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For Californians, it's have cellphone law, will break it

May 16, 2012|By Paul Whitefield
  • A woman uses her hand-held cellphone while driving in Los Angeles.
A woman uses her hand-held cellphone while driving in Los Angeles. ( Los Angeles Times )

This just in:  You can’t outlaw human nature.

And no, I don’t mean Prohibition and demon rum (although that is still Exhibit A).

I mean the California law that bans texting or using a hand-held phone while driving.

As The Times reported Wednesday:

Californians are increasingly talking or sending text messages on their cellphone while driving, a new study has found.

A statewide survey showed 10.8% of drivers use mobile devices at any given daylight time, an increase from 7.3% a year ago, according to the California Office of Traffic Safety.

Have phone, will talk, I guess.

And who are the biggest scofflaws?  Yep, you guessed it:

The largest increase was among 16- to 25-year-olds, whose use doubled from 9% to 18%.

Given that most young people appear to have phones surgically attached to their hands/hips/ears, I can’t say I’m surprised.  Heck, even the person in charge of traffic safety sounds resigned:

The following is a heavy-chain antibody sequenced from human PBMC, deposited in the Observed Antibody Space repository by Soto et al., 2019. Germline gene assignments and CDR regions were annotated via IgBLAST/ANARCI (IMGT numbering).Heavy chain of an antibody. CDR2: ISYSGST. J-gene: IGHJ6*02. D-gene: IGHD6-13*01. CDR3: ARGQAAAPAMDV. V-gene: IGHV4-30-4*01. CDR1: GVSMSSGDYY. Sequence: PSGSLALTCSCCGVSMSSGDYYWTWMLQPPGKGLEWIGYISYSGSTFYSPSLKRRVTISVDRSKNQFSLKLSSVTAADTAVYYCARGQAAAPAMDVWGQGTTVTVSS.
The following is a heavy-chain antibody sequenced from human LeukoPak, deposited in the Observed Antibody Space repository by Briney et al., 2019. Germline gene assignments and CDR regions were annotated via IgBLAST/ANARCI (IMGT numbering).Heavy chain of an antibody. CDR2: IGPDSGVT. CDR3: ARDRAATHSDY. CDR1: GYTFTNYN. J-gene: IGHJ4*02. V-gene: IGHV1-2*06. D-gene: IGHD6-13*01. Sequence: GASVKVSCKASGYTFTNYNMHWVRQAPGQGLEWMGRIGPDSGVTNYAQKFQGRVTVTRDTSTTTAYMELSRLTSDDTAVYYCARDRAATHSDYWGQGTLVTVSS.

“These results are disturbing, but not entirely unforeseen,” OTS Director Christopher J. Murphy said in a news release. “Now that smartphones are becoming the majority, people are using them more often and in many more ways. This might be helpful in a lot of places, but definitely not behind the wheel.”

So the phones are getting smarter but many of the people using them are as dumb as ever.

Not that law enforcement is giving up:

In April, law enforcement officials across the state made a concentrated effort to crack down on distracted driving and issued more than 57,000 tickets to motorists talking or texting on a cellphone. That is about 5,000 more than the number of tickets given out during a similar operation last year.

Motorists ticketed for a first infraction are generally fined a minimum of $159.

But let’s do the math:  A new phone costs, say,  $300.  It’s $75 or more a month to use it.  Think the slim chance of getting a $159 ticket is gonna stop someone?

Especially when he just has to text his pals that traffic getting to Hollywood is terrible, and he’s running late, and save him a seat next to the hot girl?

No, this is a problem that laws aren’t going to stop.  Yes, you could increase the size of fines. But there are simply too few officers for too many drivers.

This is a technology problem.  It needs a technology solution. 

At a minimum, we need devices that make it easier to plug phones into our cars, for hands-free talking.

Yes, I know, talking and driving is still distracted driving.

But folks scoffed at air bags once too. 

If you can’t stop people from being people, then you have to protect people from being people.

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